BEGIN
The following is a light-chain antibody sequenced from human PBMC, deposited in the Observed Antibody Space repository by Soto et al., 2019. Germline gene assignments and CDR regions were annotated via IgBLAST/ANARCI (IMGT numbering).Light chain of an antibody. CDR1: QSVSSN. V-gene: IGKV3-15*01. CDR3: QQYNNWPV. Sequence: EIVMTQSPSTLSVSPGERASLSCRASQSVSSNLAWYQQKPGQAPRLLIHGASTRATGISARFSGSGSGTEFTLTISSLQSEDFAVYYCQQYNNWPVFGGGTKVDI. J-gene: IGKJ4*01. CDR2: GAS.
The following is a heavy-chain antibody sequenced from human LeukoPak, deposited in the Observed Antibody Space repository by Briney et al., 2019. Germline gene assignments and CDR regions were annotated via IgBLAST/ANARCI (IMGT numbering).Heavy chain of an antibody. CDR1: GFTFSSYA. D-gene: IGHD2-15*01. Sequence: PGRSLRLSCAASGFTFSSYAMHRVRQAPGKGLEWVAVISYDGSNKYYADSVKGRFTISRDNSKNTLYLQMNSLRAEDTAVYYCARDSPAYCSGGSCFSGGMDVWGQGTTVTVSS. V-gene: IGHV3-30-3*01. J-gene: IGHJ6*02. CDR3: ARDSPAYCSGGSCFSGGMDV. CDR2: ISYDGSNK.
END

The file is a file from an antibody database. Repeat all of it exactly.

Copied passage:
The following is a light-chain antibody sequenced from human PBMC, deposited in the Observed Antibody Space repository by Soto et al., 2019. Germline gene assignments and CDR regions were annotated via IgBLAST/ANARCI (IMGT numbering).Light chain of an antibody. CDR1: QSVSSN. V-gene: IGKV3-15*01. CDR3: QQYNNWPV. Sequence: EIVMTQSPSTLSVSPGERASLSCRASQSVSSNLAWYQQKPGQAPRLLIHGASTRATGISARFSGSGSGTEFTLTISSLQSEDFAVYYCQQYNNWPVFGGGTKVDI. J-gene: IGKJ4*01. CDR2: GAS.
The following is a heavy-chain antibody sequenced from human LeukoPak, deposited in the Observed Antibody Space repository by Briney et al., 2019. Germline gene assignments and CDR regions were annotated via IgBLAST/ANARCI (IMGT numbering).Heavy chain of an antibody. CDR1: GFTFSSYA. D-gene: IGHD2-15*01. Sequence: PGRSLRLSCAASGFTFSSYAMHRVRQAPGKGLEWVAVISYDGSNKYYADSVKGRFTISRDNSKNTLYLQMNSLRAEDTAVYYCARDSPAYCSGGSCFSGGMDVWGQGTTVTVSS. V-gene: IGHV3-30-3*01. J-gene: IGHJ6*02. CDR3: ARDSPAYCSGGSCFSGGMDV. CDR2: ISYDGSNK.